The Jerry Berndt I knew back then was at most five-foot-eight, thin as a stick, bearded, with lots of dark, straight hair hanging over his eyes. There was this intensity, almost a feral quality about him: hands, legs nervously moving, lit cigarette hanging down from his lips, even as he reached for his harmonica to hammer out the blues, as he loved to do for his friends, or for anyone else, in fact, who’d listen. Jerry had been a protester, later an organizer in the anti-Vietnam war movement, a journalist who grew as accustomed as one can to the threat of violence, a conflicted man who often as not felt a disconnect from what most people might consider the usual, or American way of life. He was cool, to use the vernacular of the time. Cool, meaning that though Jerry held opinions on most everything, he generally held himself in check, kept some things to himself. And as a result, the person that he was inside could not always be reached.
It was three long, troubling days after receiving that first email that I learned anything more about what had befallen Jerry. He died of “heart failure,” a gallerist in Europe wrote. He was found in his Paris studio by firemen, read another note. A clearly upset friend said Jerry had been looking forward to the publication of his next book. He had upcoming exhibitions and had seemed happy, someone else said. So now at least I knew something, but, of course, the simple fact that he was gone rattled me. As a way to try to cope, I found myself trying to recall when I’d last spoken to Jerry (something like a year ago); when I’d last seen him in New York (was it four years ago?); when I received a copy of his retrospective book,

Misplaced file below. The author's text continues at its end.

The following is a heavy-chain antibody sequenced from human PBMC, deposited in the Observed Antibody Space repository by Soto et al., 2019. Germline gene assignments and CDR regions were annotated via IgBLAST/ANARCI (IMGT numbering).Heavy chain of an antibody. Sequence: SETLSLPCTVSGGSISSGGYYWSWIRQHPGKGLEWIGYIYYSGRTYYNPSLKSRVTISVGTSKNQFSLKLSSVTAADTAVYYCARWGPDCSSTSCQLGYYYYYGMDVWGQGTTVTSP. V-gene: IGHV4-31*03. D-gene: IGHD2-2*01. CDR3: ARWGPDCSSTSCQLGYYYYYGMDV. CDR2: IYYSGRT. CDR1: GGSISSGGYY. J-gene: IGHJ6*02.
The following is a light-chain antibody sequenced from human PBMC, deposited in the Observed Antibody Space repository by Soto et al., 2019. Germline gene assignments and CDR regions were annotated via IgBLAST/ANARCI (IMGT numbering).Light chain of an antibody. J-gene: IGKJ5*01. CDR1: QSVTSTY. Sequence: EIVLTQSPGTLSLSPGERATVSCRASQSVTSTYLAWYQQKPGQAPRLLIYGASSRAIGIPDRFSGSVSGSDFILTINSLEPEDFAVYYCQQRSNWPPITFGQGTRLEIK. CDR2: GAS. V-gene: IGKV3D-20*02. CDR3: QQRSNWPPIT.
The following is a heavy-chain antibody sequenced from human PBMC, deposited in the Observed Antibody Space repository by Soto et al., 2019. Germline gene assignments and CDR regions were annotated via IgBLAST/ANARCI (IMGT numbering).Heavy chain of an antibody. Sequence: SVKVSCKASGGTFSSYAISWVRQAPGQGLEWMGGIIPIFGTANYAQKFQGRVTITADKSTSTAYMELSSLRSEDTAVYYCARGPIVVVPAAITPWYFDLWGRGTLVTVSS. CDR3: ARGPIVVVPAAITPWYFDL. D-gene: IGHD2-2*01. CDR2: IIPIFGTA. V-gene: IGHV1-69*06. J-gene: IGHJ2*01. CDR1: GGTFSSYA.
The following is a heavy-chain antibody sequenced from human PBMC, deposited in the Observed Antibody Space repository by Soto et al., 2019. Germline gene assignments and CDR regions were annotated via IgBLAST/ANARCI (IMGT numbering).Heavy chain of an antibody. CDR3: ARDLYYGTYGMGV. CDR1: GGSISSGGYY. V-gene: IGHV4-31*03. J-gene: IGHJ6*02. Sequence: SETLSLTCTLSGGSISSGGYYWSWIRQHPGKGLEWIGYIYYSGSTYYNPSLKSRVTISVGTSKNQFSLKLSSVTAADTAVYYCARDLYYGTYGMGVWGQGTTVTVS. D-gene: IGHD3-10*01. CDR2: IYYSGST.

(in 2010); when I last sat down to talk at length with him (in a Paris café in 2004). Then as happens when you try to put exact times or dates to memories, the memories begin to swirl up around you almost all at the same time. It’s 1976; I can see Jerry trudging along a Cambridge street towards me, snow falling, camera around his neck, deep in thought, not noticing me. Then it’s 1980. I can see him sitting in the front window of the photo gallery the two of us and a few photographer friends opened in Boston’s North End, waiting for guests who would sometimes come, sometimes not. I see him in 1983 among those comforting me after Dorothea’s death from cancer, with each of my friends, in his or her own way, trying to come to terms with the fact that death is just one of life’s many mysteries. I see him in 1988 with my infant son Sam in his arms, softly singing, “Goodnight, Irene, goodnight, Irene, I’ll see you in my dreams….” to get him to fall sleep. And I see the two of us, Jerry and me at the age we are now, sitting someplace undefinable, maybe in Paris, maybe Brooklyn, with our arms around each other’s shoulders, not talking, silent, as if we’d run out of things to say.
1943 - 2013